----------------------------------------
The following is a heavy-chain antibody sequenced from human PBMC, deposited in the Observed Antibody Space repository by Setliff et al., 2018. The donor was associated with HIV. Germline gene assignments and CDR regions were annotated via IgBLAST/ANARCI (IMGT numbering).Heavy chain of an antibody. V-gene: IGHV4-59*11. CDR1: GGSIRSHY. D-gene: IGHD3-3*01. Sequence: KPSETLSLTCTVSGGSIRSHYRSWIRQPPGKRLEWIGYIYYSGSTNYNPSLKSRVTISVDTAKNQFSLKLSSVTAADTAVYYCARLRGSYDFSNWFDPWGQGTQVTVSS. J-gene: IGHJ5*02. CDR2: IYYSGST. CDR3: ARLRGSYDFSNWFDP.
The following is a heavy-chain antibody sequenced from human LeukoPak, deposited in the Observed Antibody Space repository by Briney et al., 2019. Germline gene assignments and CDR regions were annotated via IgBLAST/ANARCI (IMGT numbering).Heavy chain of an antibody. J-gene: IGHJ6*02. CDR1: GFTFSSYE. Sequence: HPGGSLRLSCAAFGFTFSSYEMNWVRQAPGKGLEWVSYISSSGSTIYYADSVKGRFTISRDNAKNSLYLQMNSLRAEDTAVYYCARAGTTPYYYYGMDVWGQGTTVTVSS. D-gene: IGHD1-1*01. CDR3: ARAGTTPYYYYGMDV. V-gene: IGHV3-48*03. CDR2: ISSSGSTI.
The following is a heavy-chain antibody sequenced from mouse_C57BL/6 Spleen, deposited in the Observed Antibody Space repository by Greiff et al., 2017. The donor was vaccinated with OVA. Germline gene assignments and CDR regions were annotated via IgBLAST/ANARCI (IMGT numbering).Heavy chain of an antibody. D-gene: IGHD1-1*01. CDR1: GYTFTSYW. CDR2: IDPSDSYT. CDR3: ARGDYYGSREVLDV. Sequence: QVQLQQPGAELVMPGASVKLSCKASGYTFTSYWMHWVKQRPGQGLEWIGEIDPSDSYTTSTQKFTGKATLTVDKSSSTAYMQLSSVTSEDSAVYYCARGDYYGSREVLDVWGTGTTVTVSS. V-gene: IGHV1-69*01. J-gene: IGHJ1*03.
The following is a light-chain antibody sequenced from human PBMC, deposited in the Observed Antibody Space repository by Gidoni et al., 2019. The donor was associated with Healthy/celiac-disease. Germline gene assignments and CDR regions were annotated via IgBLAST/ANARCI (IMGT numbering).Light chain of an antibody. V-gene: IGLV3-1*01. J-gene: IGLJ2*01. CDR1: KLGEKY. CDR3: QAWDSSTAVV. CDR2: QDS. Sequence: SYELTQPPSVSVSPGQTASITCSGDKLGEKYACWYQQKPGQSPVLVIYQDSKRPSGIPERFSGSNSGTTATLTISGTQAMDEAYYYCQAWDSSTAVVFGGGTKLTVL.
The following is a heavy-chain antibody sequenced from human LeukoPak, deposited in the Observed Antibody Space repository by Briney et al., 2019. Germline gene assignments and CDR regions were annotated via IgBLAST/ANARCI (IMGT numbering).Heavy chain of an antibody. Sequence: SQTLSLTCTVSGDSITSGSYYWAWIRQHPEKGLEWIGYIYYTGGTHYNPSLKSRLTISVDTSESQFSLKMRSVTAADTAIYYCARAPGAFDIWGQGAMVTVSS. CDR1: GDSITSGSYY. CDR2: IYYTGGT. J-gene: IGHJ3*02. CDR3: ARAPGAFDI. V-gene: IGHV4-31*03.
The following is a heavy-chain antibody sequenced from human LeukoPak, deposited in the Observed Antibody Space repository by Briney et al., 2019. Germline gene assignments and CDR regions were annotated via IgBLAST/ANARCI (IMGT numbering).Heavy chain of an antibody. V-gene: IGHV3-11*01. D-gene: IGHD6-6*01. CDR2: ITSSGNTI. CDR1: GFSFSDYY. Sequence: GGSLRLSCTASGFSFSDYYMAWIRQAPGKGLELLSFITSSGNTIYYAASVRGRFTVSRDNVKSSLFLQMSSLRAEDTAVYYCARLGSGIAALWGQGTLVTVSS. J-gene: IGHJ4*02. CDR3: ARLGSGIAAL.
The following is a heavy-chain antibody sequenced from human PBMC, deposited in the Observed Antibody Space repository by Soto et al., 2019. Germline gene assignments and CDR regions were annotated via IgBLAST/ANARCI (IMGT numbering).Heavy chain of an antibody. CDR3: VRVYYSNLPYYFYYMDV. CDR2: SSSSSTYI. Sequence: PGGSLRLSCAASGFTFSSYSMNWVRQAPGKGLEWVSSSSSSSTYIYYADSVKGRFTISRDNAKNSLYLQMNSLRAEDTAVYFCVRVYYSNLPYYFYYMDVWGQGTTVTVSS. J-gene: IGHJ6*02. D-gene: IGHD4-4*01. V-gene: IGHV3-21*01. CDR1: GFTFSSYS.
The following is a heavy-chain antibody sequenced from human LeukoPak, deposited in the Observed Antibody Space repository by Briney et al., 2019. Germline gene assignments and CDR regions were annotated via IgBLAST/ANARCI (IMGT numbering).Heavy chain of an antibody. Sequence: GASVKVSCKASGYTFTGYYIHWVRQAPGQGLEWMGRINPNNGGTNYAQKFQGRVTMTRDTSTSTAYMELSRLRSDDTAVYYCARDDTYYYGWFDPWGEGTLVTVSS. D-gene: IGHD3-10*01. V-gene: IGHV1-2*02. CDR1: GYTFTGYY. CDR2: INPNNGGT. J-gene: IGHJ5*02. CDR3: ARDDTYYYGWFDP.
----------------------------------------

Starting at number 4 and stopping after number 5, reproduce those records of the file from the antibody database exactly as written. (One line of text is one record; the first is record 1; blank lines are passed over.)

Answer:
The following is a light-chain antibody sequenced from human PBMC, deposited in the Observed Antibody Space repository by Gidoni et al., 2019. The donor was associated with Healthy/celiac-disease. Germline gene assignments and CDR regions were annotated via IgBLAST/ANARCI (IMGT numbering).Light chain of an antibody. V-gene: IGLV3-1*01. J-gene: IGLJ2*01. CDR1: KLGEKY. CDR3: QAWDSSTAVV. CDR2: QDS. Sequence: SYELTQPPSVSVSPGQTASITCSGDKLGEKYACWYQQKPGQSPVLVIYQDSKRPSGIPERFSGSNSGTTATLTISGTQAMDEAYYYCQAWDSSTAVVFGGGTKLTVL.
The following is a heavy-chain antibody sequenced from human LeukoPak, deposited in the Observed Antibody Space repository by Briney et al., 2019. Germline gene assignments and CDR regions were annotated via IgBLAST/ANARCI (IMGT numbering).Heavy chain of an antibody. Sequence: SQTLSLTCTVSGDSITSGSYYWAWIRQHPEKGLEWIGYIYYTGGTHYNPSLKSRLTISVDTSESQFSLKMRSVTAADTAIYYCARAPGAFDIWGQGAMVTVSS. CDR1: GDSITSGSYY. CDR2: IYYTGGT. J-gene: IGHJ3*02. CDR3: ARAPGAFDI. V-gene: IGHV4-31*03.